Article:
Re-Evaluating Media Richness Theory in Software Development Settings


Software development teams communicate differently by using a variety of communication tools. Successful communication leads to competitive software based on clear and quickly delivered re-quirements, as well as smoothness in bug reporting and explanation. Agile and Waterfall software development approaches have both addressed the importance of communication for their process. However, neither Agile nor Waterfall has guaranteed communication effectiveness during their development lifecycle. In this study we highlight the main differences between Agile and Waterfall approaches in the light of Media Richness Theory (MRT). We also identify the preferred commu-nication tools during a project’s lifecycle using both Agile and Waterfall models separately. A mixed-method approach was employed in this study incorporating quantitative and qualitative data from interviews and a multilingual web-based survey. The results are presented descriptively and statistically and a rank ordering of communication tools based on our participants’ preferences leads to a better understanding of how to select the best tool in a given situation. Thus a new updated MRT ranking model tailored for software development environment was developed, as well as, we conclude that communication tools are employed differently based on project stages and team member’s role. These differences in using communication tools could be also attributed to the type of transferable information or personal preferences.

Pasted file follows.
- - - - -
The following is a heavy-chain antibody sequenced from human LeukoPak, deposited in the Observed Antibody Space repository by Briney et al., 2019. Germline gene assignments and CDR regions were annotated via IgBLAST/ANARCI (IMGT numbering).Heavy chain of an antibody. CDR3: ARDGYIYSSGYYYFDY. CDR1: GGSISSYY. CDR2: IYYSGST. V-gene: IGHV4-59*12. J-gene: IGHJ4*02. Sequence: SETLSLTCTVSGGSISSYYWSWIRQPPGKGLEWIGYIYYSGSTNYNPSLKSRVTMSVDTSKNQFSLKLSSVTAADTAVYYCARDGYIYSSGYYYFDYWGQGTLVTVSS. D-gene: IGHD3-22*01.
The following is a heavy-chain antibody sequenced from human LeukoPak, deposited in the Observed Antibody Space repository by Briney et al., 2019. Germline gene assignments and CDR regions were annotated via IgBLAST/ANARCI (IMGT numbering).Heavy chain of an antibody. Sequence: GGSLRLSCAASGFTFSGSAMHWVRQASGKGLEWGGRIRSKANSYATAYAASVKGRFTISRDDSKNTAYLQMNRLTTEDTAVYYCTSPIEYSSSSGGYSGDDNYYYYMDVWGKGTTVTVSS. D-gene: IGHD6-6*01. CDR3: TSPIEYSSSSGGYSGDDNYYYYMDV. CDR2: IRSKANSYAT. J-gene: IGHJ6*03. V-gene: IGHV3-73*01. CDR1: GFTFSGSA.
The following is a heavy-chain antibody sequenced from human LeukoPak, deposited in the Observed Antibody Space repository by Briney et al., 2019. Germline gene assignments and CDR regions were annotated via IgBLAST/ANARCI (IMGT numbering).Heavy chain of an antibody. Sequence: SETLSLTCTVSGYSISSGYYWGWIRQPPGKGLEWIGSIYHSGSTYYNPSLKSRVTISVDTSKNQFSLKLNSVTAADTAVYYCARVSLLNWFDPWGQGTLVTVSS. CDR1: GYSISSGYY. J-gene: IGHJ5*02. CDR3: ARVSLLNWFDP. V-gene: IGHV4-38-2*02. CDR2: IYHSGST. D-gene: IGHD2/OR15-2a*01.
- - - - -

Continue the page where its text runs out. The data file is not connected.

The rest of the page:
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Bindrees, M. , Pooley, R. , Ibrahim, I. and Taylor, N. (2014) Re-Evaluating Media Richness Theory in Software Development Settings. Journal of Computer and Communications, 2, 37-51. doi: 10.4236/jcc.2014.214004.

Conflicts of Interest

The authors declare no conflicts of interest.


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